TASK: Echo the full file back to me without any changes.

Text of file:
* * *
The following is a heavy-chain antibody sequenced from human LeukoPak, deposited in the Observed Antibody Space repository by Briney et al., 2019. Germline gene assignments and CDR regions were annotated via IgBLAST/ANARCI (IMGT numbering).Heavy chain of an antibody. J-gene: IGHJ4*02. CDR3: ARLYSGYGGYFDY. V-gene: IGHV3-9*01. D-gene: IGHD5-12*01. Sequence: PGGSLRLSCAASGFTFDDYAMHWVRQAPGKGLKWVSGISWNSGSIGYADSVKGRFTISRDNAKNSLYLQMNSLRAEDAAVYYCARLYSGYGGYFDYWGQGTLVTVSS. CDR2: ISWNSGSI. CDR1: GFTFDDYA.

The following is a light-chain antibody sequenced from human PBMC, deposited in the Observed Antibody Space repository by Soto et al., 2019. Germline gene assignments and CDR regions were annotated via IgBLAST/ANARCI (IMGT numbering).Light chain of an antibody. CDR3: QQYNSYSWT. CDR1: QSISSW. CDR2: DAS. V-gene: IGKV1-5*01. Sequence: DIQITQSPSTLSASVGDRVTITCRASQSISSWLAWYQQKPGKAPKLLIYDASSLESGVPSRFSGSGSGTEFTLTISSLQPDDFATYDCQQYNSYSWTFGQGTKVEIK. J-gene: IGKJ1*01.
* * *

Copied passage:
The following is a heavy-chain antibody sequenced from human LeukoPak, deposited in the Observed Antibody Space repository by Briney et al., 2019. Germline gene assignments and CDR regions were annotated via IgBLAST/ANARCI (IMGT numbering).Heavy chain of an antibody. J-gene: IGHJ4*02. CDR3: ARLYSGYGGYFDY. V-gene: IGHV3-9*01. D-gene: IGHD5-12*01. Sequence: PGGSLRLSCAASGFTFDDYAMHWVRQAPGKGLKWVSGISWNSGSIGYADSVKGRFTISRDNAKNSLYLQMNSLRAEDAAVYYCARLYSGYGGYFDYWGQGTLVTVSS. CDR2: ISWNSGSI. CDR1: GFTFDDYA.

The following is a light-chain antibody sequenced from human PBMC, deposited in the Observed Antibody Space repository by Soto et al., 2019. Germline gene assignments and CDR regions were annotated via IgBLAST/ANARCI (IMGT numbering).Light chain of an antibody. CDR3: QQYNSYSWT. CDR1: QSISSW. CDR2: DAS. V-gene: IGKV1-5*01. Sequence: DIQITQSPSTLSASVGDRVTITCRASQSISSWLAWYQQKPGKAPKLLIYDASSLESGVPSRFSGSGSGTEFTLTISSLQPDDFATYDCQQYNSYSWTFGQGTKVEIK. J-gene: IGKJ1*01.